READ

Got the new ALA catalog in the mail yesterday, and my 3-year-old son was going through each page yelling: “READ! READ! READ! READ! READ!” through each spread of READ posters. His take: “This is a FUNNY magazine. Why does it say READ so much?”

OCLC’s recent “Perceptions” report notes that 70% of respondents identified the library “brand” with books. I don’t think this surprised anyone — and, in my heart of hearts, if someone demanded from me an instant one-word association with libraries, “books” it would be. (And yup, I’m a degreed librarian. Yup, I’m a Library 2.0 believer. Yup, I’ve been a systems librarian, and go to my local libary partly for the free wireless access, and have worked in a public library spending rainy Saturdays watching patron after patron make a beeline for our Internet terminals, with DVD rentals running a close second.)

But I’m also one of those people who went into librarianship partly because I love books. Yes, I said it. And one of the things I miss most about working in a public library is walking into work each day and heading through the stacks to get to my desk, knowing I had a part in getting some of those books onto the shelves. Working surrounded by books is in some ways as nice as living surrounded by mountains… but I digress.

So anyway, I see people talking about the OCLC report and other surveys reaffirming our bookish associations and wondering what we can do to change those perceptions. To them I say: “Good luck.” Maybe we’re all going to turn into “Idea Stores,” but I’m noting that even their reports say they’ve “doubled spending on books in recent years.” Do we really want to mess with a brand this powerful? Or can we work on being books AND… like what our friends at B&N et al have done with books AND coffee.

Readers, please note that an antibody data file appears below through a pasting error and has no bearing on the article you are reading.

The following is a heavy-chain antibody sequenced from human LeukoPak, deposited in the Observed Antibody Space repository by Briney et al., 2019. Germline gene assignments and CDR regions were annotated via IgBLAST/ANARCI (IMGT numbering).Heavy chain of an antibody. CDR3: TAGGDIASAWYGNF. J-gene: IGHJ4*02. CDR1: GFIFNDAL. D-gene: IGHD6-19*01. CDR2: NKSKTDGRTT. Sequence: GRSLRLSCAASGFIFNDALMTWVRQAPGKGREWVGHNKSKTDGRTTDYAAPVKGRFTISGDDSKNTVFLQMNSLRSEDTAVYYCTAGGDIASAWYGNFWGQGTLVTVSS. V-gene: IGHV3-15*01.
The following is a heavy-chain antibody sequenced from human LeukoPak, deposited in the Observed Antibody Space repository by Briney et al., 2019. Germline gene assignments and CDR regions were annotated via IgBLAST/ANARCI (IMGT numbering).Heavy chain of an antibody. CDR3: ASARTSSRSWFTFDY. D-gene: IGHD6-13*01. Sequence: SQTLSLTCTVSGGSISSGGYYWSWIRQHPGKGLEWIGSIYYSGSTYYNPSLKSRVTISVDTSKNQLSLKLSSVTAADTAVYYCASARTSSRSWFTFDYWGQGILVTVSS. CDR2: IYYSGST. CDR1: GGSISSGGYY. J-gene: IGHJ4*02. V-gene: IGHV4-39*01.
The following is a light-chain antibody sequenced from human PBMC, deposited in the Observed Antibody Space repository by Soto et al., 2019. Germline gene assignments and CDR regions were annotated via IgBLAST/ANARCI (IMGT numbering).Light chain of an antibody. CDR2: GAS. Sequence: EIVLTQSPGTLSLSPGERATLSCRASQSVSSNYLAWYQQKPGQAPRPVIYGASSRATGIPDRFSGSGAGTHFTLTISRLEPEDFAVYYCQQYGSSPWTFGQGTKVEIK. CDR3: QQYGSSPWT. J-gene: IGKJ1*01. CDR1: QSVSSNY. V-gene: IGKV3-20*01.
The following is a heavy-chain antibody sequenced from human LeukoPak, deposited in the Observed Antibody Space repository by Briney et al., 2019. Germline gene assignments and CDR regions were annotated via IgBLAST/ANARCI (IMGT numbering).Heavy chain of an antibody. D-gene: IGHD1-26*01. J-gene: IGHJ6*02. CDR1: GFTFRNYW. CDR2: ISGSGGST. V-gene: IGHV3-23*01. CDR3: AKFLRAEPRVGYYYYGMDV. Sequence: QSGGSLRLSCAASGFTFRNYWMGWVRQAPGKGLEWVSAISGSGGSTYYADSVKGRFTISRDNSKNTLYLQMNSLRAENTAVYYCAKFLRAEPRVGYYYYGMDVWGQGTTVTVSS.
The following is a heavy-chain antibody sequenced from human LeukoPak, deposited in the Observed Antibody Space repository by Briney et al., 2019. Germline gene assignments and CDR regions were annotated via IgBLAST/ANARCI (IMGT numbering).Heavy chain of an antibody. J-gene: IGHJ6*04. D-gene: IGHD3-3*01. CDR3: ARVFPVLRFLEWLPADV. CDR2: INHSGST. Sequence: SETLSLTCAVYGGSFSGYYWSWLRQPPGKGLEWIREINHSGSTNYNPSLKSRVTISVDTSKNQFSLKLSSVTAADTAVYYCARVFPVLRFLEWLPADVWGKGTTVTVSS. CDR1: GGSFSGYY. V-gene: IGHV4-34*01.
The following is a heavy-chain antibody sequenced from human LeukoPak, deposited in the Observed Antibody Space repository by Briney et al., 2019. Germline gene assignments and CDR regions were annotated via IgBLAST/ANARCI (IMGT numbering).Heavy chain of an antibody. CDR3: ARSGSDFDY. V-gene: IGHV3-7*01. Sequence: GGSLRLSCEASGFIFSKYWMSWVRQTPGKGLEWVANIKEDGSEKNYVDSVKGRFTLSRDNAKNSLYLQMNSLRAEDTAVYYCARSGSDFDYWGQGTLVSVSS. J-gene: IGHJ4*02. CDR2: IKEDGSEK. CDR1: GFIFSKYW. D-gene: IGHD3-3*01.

On that note, back to some Dean Koontz (OK, I said “books,” not great literature…) in my smelly hotel room in lovely Saint George, Utah, where I’m speaking at the ULA conference in the morning. This post caps off a day of minor travel annoyances, culminating in getting stuck in a smoking room for the night. But, the hills are gorgeous, and, luckily, I brought some books!

7 Comments

  1. Laura:

    I’ve never understood what the problem with books is. I remember going into the very new San Francisco Public Library in the summer of 1996, long before I ever thought of being a librarian, and being baffled. Where were the books? It was an impressive building with many computers (and a really long line at the circ desk), but it felt strangely empty.

  2. Harrlynn:

    free access to books is certainly the most visible part of our brand. just as doctors prescribe medicine, i prescribe free books to people; i also prescribe free access to other things as well, such as databases, dvds, cds, websites, archival materials and so on… and so forth.

    anybody who says differently or wants to buck the traditional library as a free book place perception is clearly a knucklehead who deserves my thickest knuckle sandwich. change the free book place perception and you will do irreparable damage to libraries and librarianship.